NOVEMBER 2012 BAD FAITH CASES: COURT REFUSES MOTION TO AMEND ON BAD FAITH COUNT WHERE ALLEGED FRAUD WENT TO PROCUREMENT OF POLICY AND NOT DENIAL OF CLAIM, AND THERE WAS DISPUTE OF MATERIAL FACT ON COVERAGE (New Jersey Federal)
In American General Life Ins. Co. v. Ellman Savings Irrevocable Trust, the insured was seeking leave to amend its counterclaim to allege additional facts concerning its fraud and insurance bad faith claims. While the court found the amendments as to fraud were permitted since amendment would not be futile, it reached the opposite result on the bad faith claims.
The case involved a flexible premium adjustable life policy, and the insured wanted to add numerous claims of fact concerning the insurer’s intent not to honor the policy before and at the time it was entered. The court observed that most of these alleged misdeeds occurred prior to any investigation of the insurance claim at issue, relating mostly to procurement of the policy; and that there was a fairly debatable basis to contest the claim.
The court applied New Jersey law, which requires that a party seeking to establish a bad faith claim show first, that the insurer lacked a fairly debatable reason for its failure to pay a claim, and second that the insurer knew or recklessly disregarded the lack of a reasonable basis for denying the claim. In practical terms, establishing a bad faith claim requires that a plaintiff must be able to establish, as a matter of law, a right to summary judgment on the substantive claim. If the plaintiff cannot establish a right to summary judgment, the bad faith claim must fail.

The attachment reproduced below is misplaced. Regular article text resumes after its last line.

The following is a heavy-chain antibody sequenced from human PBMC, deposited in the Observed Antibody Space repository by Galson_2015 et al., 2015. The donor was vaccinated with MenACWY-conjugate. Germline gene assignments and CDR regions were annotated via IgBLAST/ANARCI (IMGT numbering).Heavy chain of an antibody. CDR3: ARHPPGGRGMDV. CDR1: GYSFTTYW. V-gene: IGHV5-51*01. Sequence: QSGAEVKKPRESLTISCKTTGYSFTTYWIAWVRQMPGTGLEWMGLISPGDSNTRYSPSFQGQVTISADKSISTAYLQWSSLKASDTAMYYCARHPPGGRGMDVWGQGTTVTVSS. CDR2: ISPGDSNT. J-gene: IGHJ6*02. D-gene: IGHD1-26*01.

Thus, if there are material issues of disputed fact which would preclude summary judgment as a matter of law, an insured cannot maintain a cause of action for bad faith.
The court also observed that a bad faith claim can be premised on the insurer’s failure to investigate an insured’s claim for benefits, and that it is appropriate to determine whether the claim was properly investigated and whether the results of the investigation were subjected to reasonable evaluation and review. However, this cause of action is not appropriately based on an insurer’s failure to investigate an application.
Applying the law to the fact, the court found that the insured’s bad faith claim was futile and rejected the motion to amend.